Use the following phrases to order at a restaurant or shop at the local stores. 

  • Greek: Συγγνώμη!
  • Romanization: Signómi!
  • Translation: “Excuse me!” (To get attention)

When it comes to ordering, the simplest way to ask for what you want is: 

  • Greek: Μπορώ να έχω ___;
  • Romanization: Boró na ého ___?
  • Translation: “Can I get ___?”
  • Greek: Θα ήθελα ___.
  • Romanization: Tha íthela ___.
  • Translation: “I would like ___.”

Below, you’ll find some other useful Greek phrases you can use during shopping or dining out

  • Greek: Πόσο κοστίζει;
  • Romanization: Póso kostízi?
  • Translation: “How much does it cost?”
  • Greek: Θα πληρώσω με μετρητά.
  • Romanization: Tha pliróso me metritá.
  • Translation: “I will pay in cash.”
  • Greek: Δέχεστε πιστωτική κάρτα;
  • Romanization: Déheste pistotikí kárta?
  • Translation: “Do you accept credit cards?”
  • Greek: Τον λογαριασμό, παρακαλώ.
  • Romanization: Ton logariazmó, parakaló.
  • Translation: “The bill, please.”
  • Greek: Τι ώρα κλείνετε;
  • Romanization: Ti óra klínete?
  • Translation: “What time do you close (your store)?”

4. Asking for Help

Greeks are usually very hospitable and happy to help. Therefore, you shouldn’t hesitate to ask them for help with something if you need it. We’ve listed below the most important phrases in Greek for beginners: those used to get help, ask questions, or work through the language barrier.

A Woman Holding a Map

  • Greek: Μπορώ να κάνω μια ερώτηση;
  • Romanization: Boró na káno mia erótisi?
  • Translation: “Can I ask a question?”
  • Greek: Μπορείτε να με βοηθήσετε;
  • Romanization: Boríte na me voithísete?
  • Translation: “Can you help me?”
  • Greek: Πού είναι ___;
  • Romanization: Pu íne ___?
  • Translation: “Where is ___?”
  • Greek: Μιλάτε αγγλικά;
  • Romanization: Miláte angliká?
  • Translation: “Do you speak English?”
  • Greek: Πώς λέμε ___ στα ελληνικά;
  • Romanization: Pos léme ___ sta eliniká?
  • Translation: “How do you say ___ in Greek?”
  • Greek: Μπορείτε να επαναλάβετε;
  • Romanization: Boríte na epanalávete?
  • Translation: “Can you repeat (that)?”
  • Greek: Πώς μπορώ να πάω ___;
  • Romanization: Pos boró na páo ___?
  • Translation: “How can I get to ___?”
  • Greek: Δεν καταλαβαίνω.
  • Romanization: Den katalavéno.
  • Translation: “I don’t understand.”

In case you need specialized help (e.g., from a doctor), you can use the verb χρειάζομαι (hriázome) – “need” accompanied by the appropriate noun. 

  • Greek: Χρειάζομαι βοήθεια.
  • Romanization: Hriázome voíthia.
  • Translation: “I need help.”
  • Greek: Χρειάζομαι έναν γιατρό.
  • Romanization: Hriázome énan yatró.
  • Translation: “I need a doctor.”

We hope that you won’t need this phrase, but here it is, just in case:

  • Greek: Καλέστε την αστυνομία.
  • Romanization: Kaléste tin astinomía.
  • Translation: “Call the police.”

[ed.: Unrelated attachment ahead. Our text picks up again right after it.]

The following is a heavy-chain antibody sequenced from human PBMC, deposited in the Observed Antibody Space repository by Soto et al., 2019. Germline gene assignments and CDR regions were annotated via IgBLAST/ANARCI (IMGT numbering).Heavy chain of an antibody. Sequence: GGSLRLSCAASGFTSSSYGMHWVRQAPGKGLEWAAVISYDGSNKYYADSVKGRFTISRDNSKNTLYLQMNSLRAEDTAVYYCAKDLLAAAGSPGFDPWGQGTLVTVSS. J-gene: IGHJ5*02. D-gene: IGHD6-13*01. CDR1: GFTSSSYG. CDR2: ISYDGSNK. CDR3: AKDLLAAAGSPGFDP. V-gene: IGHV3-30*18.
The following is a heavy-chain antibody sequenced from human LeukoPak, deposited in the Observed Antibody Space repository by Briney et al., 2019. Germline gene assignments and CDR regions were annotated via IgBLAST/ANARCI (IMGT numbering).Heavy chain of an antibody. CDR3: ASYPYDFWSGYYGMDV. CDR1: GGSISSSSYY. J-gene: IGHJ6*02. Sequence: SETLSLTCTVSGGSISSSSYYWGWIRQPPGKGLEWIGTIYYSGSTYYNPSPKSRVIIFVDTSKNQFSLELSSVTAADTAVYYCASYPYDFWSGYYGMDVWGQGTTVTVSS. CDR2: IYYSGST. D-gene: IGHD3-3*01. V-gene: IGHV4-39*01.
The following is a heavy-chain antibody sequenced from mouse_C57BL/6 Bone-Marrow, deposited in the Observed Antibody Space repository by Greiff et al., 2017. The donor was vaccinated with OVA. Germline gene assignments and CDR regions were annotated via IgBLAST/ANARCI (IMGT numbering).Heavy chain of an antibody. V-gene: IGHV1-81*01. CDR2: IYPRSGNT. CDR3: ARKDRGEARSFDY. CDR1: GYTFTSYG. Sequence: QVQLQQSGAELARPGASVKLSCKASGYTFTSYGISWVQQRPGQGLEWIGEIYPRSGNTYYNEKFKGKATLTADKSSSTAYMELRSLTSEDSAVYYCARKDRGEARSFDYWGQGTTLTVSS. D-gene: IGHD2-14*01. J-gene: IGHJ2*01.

5. How Can GreekPod101 Help You Master Greek?

In many cases, using Greek expressions as a foreigner can really make a difference when talking with native Greek speakers. When you use the Greek language, you take a step closer to your interlocutor and create a new bond. You actually show that you care about Greek culture and customs, and it becomes possible to get some inside tips and invaluable information even from strangers.

If you want to start learning Greek in a more structured way or expand your knowledge, then you’re in the right place. GreekPod101 offers you the opportunity to learn Greek easily from the comfort of your home. 

At GreekPod101.com, you can find a wide variety of educational materials designed for effective learning. And the best part? You can create a free lifetime account today and start learning Greek in a fun yet consistent way. 

Our website offers practical tips and advice, aiming to teach you Greek, just like the locals use it. Tons of free vocabulary lists, YouTube videos, and grammar tips are waiting for you to discover. 

Practice makes perfect, so what are you waiting for? Begin today with our Level 1 Greek lesson pathway! 

You can also upgrade to Premium PLUS to take advantage of our MyTeacher program, which allows you to learn Greek with your own personal teacher.

If you have any questions or need some help, please feel free to leave a comment below. We’d be happy to help!

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150 Advanced Greek Words to Expand Your Vocabulary

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Ready to take your Greek to the next level?

If you’re an advanced Greek learner, you might have wondered at times about the Greek equivalents of words belonging to specific terminologies. In this article, we have gathered 150 advanced Greek words in the academic, business, medical, and legal sectors, along with examples of their use.

Moreover, we have also included a few sophisticated verbs, adverbs, and adjectives to use in place of their simpler counterparts. These words will really make a difference in your writing! 

If you haven’t done so already, please check out our articles on beginner words and intermediate words, too.

Log in to Download Your Free Cheat Sheet - Beginner Vocabulary in Greek Table of Contents
  1. Advanced Academic Words
  2. Advanced Business Words
  3. Advanced Medical Words
  4. Advanced Legal Words
  5. Other Advanced Words
  6. How can GreekPod101.com help you learn Greek?

1. Advanced Academic Words

A Woman Paying Attention in Class

The first set of advanced Greek vocabulary we’ll look at consists of words used in the academic world. These are words you would find used in university essays or class presentations, for example. 

1Greek: μελέτη
Romanization: meléti
Translation: “study”

Part of speech: Noun
Example: